“Know yourself and in that instant
Know the Other and see therefore
Orient and Occident
Cannot be parted for evermore”
Eastern Poets English-Language Poets
Abbas Baydoun (Lebanon) Bill Manhire
Adonis (Syria) Khaled Mattawa
Fadhil Al-Azzawi (Iraq) Jorie Graham
Amjad Nasser (Jordan) Fady Joudah
Fatemeh Shams (Iran) Dick Davis
Gonca Özmen (Turkey) Jo Shapcott
Hafez Mousavi (Iran) Daisy Fried
Iman Mersal (Egypt) Elaine Feinstein
Mohammed Bennis (Morocco) Sinead Morrissey
Mourid Barghouti (Palestine) George Szirtes
Nujoom Al-Ghanem (UAE) Doireann Ní Ghríofa
Reza Mohammedi (Afghanistan) Nick Laird
Western Poets English-Language Poets
Antonella Anedda (Italy) Jamie McKendrick
Homero Aridjis (Mexico) Kathleen Jamie
Angélica Freitas (Brazil) Tara Bergin
Durs Grünbein (Germany) Matthew Sweeney
Clara Janés (Spain) Lavinia Greenlaw
Jaan Kaplinski (Estonia) Sasha Dugdale
Khaled Mattawa (USA) –
Gilles Ortlieb (France) Sean O’Brien
Don Paterson (UK) –
Raoul Schrott (Austria) Paul Farley
Aleš Šteger (Slovenia) Brian Henry
Jan Wagner (Germany) Robin Robertson
A New Divan
A Lyrical Dialogue between East and West
Foreword by Daniel Barenboim
Edited by Barbara Haus Schwepcke and Bill Swainson
Published to celebrate the 200th anniversary of Goethe’s West-Eastern Divan (1819), the New Divan will bring together twenty-four leading poets – twelve from the ‘East’ and twelve from the ‘West’ – in a poetic dialogue inspired by the culture of the Other.
Drawing on themes suggested by the twelve books of Goethe’s original publication, including, The Poet, The Cup Bearer, The Tyrant, Love, Anger, and Faith, and using the distinctive poetic forms of the cultures of the poets taking part, A New Divan will be a life-enhancing conversation in poetry.
22 English-language poets mainly from Britain, but also from Ireland, the USA and New Zealand, have been commissioned to create English-language version of the original poems, either by direct translation or by working with a literal translation (with notes where appropriate). Each poem will appear in English poetic translation facing the original language of composition.
Three pairs of essays will enhance and compliment the poems, just like in Goethe’s original. They include Rajmohan Gandhi on ‘Mohammad Iqbal and the response to Goethe’s Divan from the East’ and Robyn Creswell on ‘The importance for the west of translating poetry from the East today’.
A New Divan is a multi-disciplinary project run by the Gingko Library in conjunction with the Barenboim-Said Akademie in Berlin, the main literary stages of which will be the announcement of the twenty-four original poets in summer 2017, the announcement of the English-language poets in summer 2018, and the publication of the book itself in summer 2019.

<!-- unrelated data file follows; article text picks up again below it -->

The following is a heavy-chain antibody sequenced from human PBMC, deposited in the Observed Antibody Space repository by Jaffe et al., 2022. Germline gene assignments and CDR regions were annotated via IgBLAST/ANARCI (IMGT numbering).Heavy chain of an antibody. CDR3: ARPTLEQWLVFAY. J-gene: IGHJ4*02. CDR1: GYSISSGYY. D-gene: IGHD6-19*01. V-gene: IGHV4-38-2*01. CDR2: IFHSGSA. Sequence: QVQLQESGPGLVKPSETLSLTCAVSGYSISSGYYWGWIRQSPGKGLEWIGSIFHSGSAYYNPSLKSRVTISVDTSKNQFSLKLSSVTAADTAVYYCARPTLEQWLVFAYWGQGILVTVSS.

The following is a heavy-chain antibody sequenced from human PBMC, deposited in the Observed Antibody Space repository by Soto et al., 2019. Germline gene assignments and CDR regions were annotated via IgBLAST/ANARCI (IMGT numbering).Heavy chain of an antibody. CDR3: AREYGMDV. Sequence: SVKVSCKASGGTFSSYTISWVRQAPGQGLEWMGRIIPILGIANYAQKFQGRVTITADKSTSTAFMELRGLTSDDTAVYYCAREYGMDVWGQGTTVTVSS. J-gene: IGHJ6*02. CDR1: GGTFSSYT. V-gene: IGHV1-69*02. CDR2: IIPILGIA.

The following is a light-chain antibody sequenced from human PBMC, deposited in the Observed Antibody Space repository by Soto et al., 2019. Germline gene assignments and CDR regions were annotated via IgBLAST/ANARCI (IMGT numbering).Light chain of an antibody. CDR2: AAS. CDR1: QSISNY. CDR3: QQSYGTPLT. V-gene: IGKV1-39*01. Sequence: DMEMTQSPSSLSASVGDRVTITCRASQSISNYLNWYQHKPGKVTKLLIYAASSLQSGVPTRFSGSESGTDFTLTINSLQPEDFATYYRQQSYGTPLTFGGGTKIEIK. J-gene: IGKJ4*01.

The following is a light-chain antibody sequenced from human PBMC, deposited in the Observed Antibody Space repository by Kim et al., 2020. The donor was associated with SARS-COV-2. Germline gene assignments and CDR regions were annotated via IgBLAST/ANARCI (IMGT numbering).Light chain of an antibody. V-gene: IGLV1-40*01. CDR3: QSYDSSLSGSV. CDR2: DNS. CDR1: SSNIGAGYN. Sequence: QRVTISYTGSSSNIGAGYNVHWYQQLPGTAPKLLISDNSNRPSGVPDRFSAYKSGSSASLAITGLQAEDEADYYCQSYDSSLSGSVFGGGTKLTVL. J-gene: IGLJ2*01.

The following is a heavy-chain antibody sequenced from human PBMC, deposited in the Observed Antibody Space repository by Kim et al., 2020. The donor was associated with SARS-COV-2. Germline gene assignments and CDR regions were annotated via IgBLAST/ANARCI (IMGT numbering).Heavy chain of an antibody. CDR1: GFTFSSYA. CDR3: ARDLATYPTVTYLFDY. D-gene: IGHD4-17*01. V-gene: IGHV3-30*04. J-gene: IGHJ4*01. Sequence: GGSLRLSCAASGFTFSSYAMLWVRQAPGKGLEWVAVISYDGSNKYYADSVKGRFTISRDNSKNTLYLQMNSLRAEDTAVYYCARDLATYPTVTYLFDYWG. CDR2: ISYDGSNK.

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“A highly auspicious and commendable
initiative … I hope that this initiative
will, albeit slowly, facilitate and
promote the process of peace and
mutual understanding among peoples
around the globe.”
Goethe’s Lyrical Dialogue with Hafez
Translated by Eric Ormsby
Edited by Bill Swainson
‘To everything there is a season!’ These words from the Book of Ecclesiastes open the scholarly essays that form part of Johann Wolfgang von Goethe’s West-Eastern Divan. By enteritng into a lyrical yet scholarly dialogue with the Other, the book was a very personal attempt to broaden the horizons of readers both ignorant and fearful of the Islamic world. From the time of the Persian Wars, the Orient had been seen as alien, as a threat to the West; a threat that was central to the formation of Western identity. Today we face another era in which the West feels threatened, by Islam, by the ‘Other’, by the unknown, which, whilst understanding very little about what this means, it all to often equates with religious fundamentalism. ‘To everything there is a season!’, Goethe said, and the season now seems right to attempt a West-Eastern Divan for our times.
By publishing a bilingual German-English edition, featuring a new annotated translation by the poet, scholar and man of letters, Eric Ormsby, alongside Goethe’s original poems as well as his remarkable scholarship on the Islamic world, Gingko hopes not only to make a significant contribution to the study of this quintessential German poet but also broaden the horizons of Western readers fearful of the Other.
Eric Ormsby was a longtime resident of Montreal where he was the Director of University Libraries and subsequently a professor of Islamic thought at McGill. He now loves in London where he is Professor and Chief Librarian at the Institute of Ismaili Studies. As a published poet, he is therefore uniquely qualified to translate this important work by Goethe.
Year of Publication: 2019
12 books of poetry, 50,000 words of scholarship, dual English-German edition.